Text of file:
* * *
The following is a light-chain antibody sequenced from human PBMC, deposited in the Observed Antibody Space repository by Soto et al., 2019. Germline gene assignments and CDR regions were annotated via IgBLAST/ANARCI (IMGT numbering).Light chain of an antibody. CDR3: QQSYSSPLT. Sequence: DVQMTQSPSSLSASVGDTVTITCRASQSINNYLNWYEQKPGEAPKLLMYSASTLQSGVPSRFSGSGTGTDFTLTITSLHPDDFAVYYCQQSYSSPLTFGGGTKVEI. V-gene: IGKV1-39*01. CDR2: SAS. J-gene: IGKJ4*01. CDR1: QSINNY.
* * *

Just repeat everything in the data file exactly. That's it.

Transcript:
The following is a light-chain antibody sequenced from human PBMC, deposited in the Observed Antibody Space repository by Soto et al., 2019. Germline gene assignments and CDR regions were annotated via IgBLAST/ANARCI (IMGT numbering).Light chain of an antibody. CDR3: QQSYSSPLT. Sequence: DVQMTQSPSSLSASVGDTVTITCRASQSINNYLNWYEQKPGEAPKLLMYSASTLQSGVPSRFSGSGTGTDFTLTITSLHPDDFAVYYCQQSYSSPLTFGGGTKVEI. V-gene: IGKV1-39*01. CDR2: SAS. J-gene: IGKJ4*01. CDR1: QSINNY.